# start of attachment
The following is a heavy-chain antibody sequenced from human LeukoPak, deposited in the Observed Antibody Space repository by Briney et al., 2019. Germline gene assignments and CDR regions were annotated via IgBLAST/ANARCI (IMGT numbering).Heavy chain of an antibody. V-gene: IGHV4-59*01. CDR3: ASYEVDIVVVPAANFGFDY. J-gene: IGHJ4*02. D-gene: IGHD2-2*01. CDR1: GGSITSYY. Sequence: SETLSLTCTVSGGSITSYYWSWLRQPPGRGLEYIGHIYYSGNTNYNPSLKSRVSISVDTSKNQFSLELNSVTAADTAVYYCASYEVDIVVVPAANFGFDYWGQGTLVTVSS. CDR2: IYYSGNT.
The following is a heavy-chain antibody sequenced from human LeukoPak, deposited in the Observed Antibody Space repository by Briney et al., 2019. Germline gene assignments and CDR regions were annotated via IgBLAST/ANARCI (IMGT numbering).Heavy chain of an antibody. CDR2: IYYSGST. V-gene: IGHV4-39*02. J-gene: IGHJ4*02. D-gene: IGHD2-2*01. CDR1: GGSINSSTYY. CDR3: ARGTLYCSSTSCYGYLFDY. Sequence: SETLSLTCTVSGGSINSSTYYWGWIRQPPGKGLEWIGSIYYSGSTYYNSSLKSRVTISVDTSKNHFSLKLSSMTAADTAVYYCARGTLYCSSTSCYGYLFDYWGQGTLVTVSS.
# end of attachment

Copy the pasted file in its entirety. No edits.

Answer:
The following is a heavy-chain antibody sequenced from human LeukoPak, deposited in the Observed Antibody Space repository by Briney et al., 2019. Germline gene assignments and CDR regions were annotated via IgBLAST/ANARCI (IMGT numbering).Heavy chain of an antibody. V-gene: IGHV4-59*01. CDR3: ASYEVDIVVVPAANFGFDY. J-gene: IGHJ4*02. D-gene: IGHD2-2*01. CDR1: GGSITSYY. Sequence: SETLSLTCTVSGGSITSYYWSWLRQPPGRGLEYIGHIYYSGNTNYNPSLKSRVSISVDTSKNQFSLELNSVTAADTAVYYCASYEVDIVVVPAANFGFDYWGQGTLVTVSS. CDR2: IYYSGNT.
The following is a heavy-chain antibody sequenced from human LeukoPak, deposited in the Observed Antibody Space repository by Briney et al., 2019. Germline gene assignments and CDR regions were annotated via IgBLAST/ANARCI (IMGT numbering).Heavy chain of an antibody. CDR2: IYYSGST. V-gene: IGHV4-39*02. J-gene: IGHJ4*02. D-gene: IGHD2-2*01. CDR1: GGSINSSTYY. CDR3: ARGTLYCSSTSCYGYLFDY. Sequence: SETLSLTCTVSGGSINSSTYYWGWIRQPPGKGLEWIGSIYYSGSTYYNSSLKSRVTISVDTSKNHFSLKLSSMTAADTAVYYCARGTLYCSSTSCYGYLFDYWGQGTLVTVSS.